Foundation for Advancement in Cancer Therapy

Non-Traditional Approaches to
the Theories, Treatments and Prevention of Cancer


August 6, 2012

Blueberries originally grew wild in North America, and in many places they still do. By 1910 there were at least two varieties being cultivated for market. Breeding and selection have made these berries popular, but wild fruit is also marketed.

Blueberries are available from early May through August, and the peak month is July. Canada and the northeastern United States produce the greatest amount of blueberries, because they grow best when the days are long and the nights cool. In any one area the blueberry season usually lasts from six to seven weeks.

Quality blueberries are plump, look fresh, clean, and dry, are fairly uniform in size, and are a deep blue, black, or purplish color. Overripe berries are dull in appearance, soft and watery, and moldy.


Blueberries contain silicon, which helps rejuvenate the pancreas. They are said to be good for diabetic conditions.


Calories: 310

Protein: 2.9g

Fat: 2.1g

Carbohydrates: 63.8g

Calcium: 63mg

Phosphorus: 54mg

Iron: 3.6mg

Vitamin A: 420 I.U.

Thiamine: —

Riboflavin: —

Niacin: —

Ascorbic Acid: 58mg

Rethinking Cancer DVD Reviewed in Art of Healing Magazine

June 29, 2010

The quickly expanding Australian health magazine, The Art of Healing, recently reviewed our Rethinking Cancer DVD. They are currently in over 200 Barnes & Noble bookstores throughout the US and Canada and starting to expand quickly in many more, it is a highly informative periodical exploring physical, mental, and spiritual health.


“Nice work, guys, but what took you so long?”

November 29, 2009

Filed under: What's New? — Tags: , , , , , , — admin @ 9:47 pm

HEALTH | New York Times, November 24, 2009
Personal Health: Exploring a Low-Acid Diet for Bone Health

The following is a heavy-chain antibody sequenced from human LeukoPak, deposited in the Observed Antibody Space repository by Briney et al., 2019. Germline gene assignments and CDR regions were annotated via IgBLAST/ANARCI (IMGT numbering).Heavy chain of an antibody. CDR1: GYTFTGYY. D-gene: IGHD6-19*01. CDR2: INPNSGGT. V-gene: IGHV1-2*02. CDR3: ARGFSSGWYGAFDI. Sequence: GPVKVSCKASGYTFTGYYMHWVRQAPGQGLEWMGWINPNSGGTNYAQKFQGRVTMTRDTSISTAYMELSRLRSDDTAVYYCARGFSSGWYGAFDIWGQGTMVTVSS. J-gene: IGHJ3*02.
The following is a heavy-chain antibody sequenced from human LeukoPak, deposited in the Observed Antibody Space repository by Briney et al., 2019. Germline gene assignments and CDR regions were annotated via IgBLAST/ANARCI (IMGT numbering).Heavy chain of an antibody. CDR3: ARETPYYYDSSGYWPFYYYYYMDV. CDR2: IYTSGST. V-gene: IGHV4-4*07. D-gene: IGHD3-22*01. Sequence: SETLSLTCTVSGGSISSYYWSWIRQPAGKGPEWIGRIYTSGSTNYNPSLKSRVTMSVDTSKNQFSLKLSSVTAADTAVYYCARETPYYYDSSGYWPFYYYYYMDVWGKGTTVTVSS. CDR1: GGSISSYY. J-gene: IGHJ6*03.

Proponents suggest that such a regimen could lead to stronger bones than the typical American diet rich in dairy products and animal protein.

We file articles like this under the heading, “Nice work, guys, but what took you so long?”

Recent revelations suggest that just downing more calcium pills and milk is not the answer to preventing osteoporosis. Rather, it has something to do with the diet as a whole! New studies show that a plant-based, not necessarily vegetarian, diet naturally contains the proper acid/alkaline balance that fosters healthy bones and a lot more, like reduced risk of hypertension, diabetes, Alzheimers Disease and perhaps other pesky conditions.

Science tends to look for the next one big thing, like single nutrients and single diseases, and, in this case, single factors like acid/alkaline balance. But in Nature everything is tied together. Specific nutrients are part of a complex synergism of active and inactive elements, many of which have not been officially “discovered” by science, but are essential for proper absorption and function. The body does not know specific diseases; it only knows when something is out of order and, if given the proper materials and conditions, it just goes to work fixing stuff.

In F.A.C.T.’s experience patients on a balanced diet of whole, unprocessed, preferably organic, foods, pure water and periodic detoxification, often find that other conditions, like arthritis, diabetes, overweight, insomnia, allergies, hypertension, etc., fade away, along with cancer.

Such is the body wisdom. The sooner science catches on, the more time, money and human suffering will be spared.

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Rethinking Cancer, by Ruth Sackman, is an excellent companion book to the film. Learn More

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